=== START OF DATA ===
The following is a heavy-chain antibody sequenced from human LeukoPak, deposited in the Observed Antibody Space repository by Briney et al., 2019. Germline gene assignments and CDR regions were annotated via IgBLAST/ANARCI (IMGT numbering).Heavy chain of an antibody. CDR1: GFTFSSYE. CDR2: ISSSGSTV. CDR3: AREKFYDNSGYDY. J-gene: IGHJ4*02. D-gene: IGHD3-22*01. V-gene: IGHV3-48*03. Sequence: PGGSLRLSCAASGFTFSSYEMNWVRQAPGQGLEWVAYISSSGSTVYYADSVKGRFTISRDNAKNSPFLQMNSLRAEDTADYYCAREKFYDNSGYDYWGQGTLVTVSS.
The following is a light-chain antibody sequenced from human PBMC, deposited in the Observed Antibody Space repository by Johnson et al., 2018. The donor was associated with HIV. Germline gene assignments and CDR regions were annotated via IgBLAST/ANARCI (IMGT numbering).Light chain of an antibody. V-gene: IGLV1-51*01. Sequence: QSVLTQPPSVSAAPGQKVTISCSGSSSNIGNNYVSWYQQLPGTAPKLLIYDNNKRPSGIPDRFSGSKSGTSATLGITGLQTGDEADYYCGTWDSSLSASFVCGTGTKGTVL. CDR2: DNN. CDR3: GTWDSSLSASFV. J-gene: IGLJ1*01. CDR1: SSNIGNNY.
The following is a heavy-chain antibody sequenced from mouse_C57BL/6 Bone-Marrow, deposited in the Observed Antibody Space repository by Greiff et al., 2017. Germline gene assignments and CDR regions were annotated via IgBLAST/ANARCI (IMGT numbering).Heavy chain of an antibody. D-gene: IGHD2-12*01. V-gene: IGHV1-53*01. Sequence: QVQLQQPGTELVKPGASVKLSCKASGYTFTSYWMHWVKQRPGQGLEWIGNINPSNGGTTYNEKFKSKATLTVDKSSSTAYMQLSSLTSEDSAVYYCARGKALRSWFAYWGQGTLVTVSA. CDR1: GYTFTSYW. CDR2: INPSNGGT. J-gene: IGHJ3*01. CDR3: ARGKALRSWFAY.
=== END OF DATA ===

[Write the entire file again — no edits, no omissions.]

The following is a heavy-chain antibody sequenced from human LeukoPak, deposited in the Observed Antibody Space repository by Briney et al., 2019. Germline gene assignments and CDR regions were annotated via IgBLAST/ANARCI (IMGT numbering).Heavy chain of an antibody. CDR1: GFTFSSYE. CDR2: ISSSGSTV. CDR3: AREKFYDNSGYDY. J-gene: IGHJ4*02. D-gene: IGHD3-22*01. V-gene: IGHV3-48*03. Sequence: PGGSLRLSCAASGFTFSSYEMNWVRQAPGQGLEWVAYISSSGSTVYYADSVKGRFTISRDNAKNSPFLQMNSLRAEDTADYYCAREKFYDNSGYDYWGQGTLVTVSS.
The following is a light-chain antibody sequenced from human PBMC, deposited in the Observed Antibody Space repository by Johnson et al., 2018. The donor was associated with HIV. Germline gene assignments and CDR regions were annotated via IgBLAST/ANARCI (IMGT numbering).Light chain of an antibody. V-gene: IGLV1-51*01. Sequence: QSVLTQPPSVSAAPGQKVTISCSGSSSNIGNNYVSWYQQLPGTAPKLLIYDNNKRPSGIPDRFSGSKSGTSATLGITGLQTGDEADYYCGTWDSSLSASFVCGTGTKGTVL. CDR2: DNN. CDR3: GTWDSSLSASFV. J-gene: IGLJ1*01. CDR1: SSNIGNNY.
The following is a heavy-chain antibody sequenced from mouse_C57BL/6 Bone-Marrow, deposited in the Observed Antibody Space repository by Greiff et al., 2017. Germline gene assignments and CDR regions were annotated via IgBLAST/ANARCI (IMGT numbering).Heavy chain of an antibody. D-gene: IGHD2-12*01. V-gene: IGHV1-53*01. Sequence: QVQLQQPGTELVKPGASVKLSCKASGYTFTSYWMHWVKQRPGQGLEWIGNINPSNGGTTYNEKFKSKATLTVDKSSSTAYMQLSSLTSEDSAVYYCARGKALRSWFAYWGQGTLVTVSA. CDR1: GYTFTSYW. CDR2: INPSNGGT. J-gene: IGHJ3*01. CDR3: ARGKALRSWFAY.